Everyone's nightmares and memories about the Sept. 11 attacks on the World Trade Center are important. And every year a few people and their memories are deemed more important than everyone else's—not survivors or rescuers, just folks who had been in New York, somewhere, at the time. And every year we're expected to read their important memories in periodicals like The New York Times and The New Yorker. And every year it's just very sad, strangely insulting, not soothing and, in the end, rarely enlightening. There's this, for instance: "I remember the weekend before. A friend was visiting. We went to Chinatown for dinner on Mulberry Street, then walked north to Little Italy, stumbling into the Feast of San Gennaro. My friend kept eating things, suddenly in street-food heaven. I remember him gnawing on a big brick of nougat. I remember I had dinner plans for Tuesday. I remember the general panic, my wife and me stocking up at the Food Emporium a block from our Upper East Side apartment, buying provisions almost at random. (Salmon steaks — why not?)."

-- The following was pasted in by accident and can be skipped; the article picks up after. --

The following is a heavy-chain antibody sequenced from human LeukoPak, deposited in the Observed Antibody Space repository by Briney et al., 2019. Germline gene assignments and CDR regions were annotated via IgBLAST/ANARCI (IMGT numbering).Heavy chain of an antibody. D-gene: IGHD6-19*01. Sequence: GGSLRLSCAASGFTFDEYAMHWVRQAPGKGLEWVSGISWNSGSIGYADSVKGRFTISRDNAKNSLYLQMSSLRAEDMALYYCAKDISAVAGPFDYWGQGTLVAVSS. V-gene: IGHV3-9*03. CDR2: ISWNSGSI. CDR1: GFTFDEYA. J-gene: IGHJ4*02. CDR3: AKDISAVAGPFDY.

After 9/11, I abruptly abandoned a novel (a lighthearted comedy!) I was working on. Any meaningful fiction, I decided, would have to address the attacks; at any rate, a lighthearted comedy would not go anywhere in such a climate.
A few months later, out of nowhere, I devised a plot involving trapped survivors, working myself into a mild frenzy over the idea before realizing, in silent embarrassment, that it pretty much recapitulated the major points of Graham Greene’s “End of the Affair,” set during the London blitz [...]
Another friend writes: “I think after about the fourth anniversary I actually had to make myself remember that that day was the day. And this didn’t sadden me (or make me feel like a monster); rather it made me feel sort of impressed, actually, that something that I experienced as so horrible could actually recede into the safety of history. Now it can be experienced on two planes — intellectual and emotional.” [NYT]
Yes, thanks for that.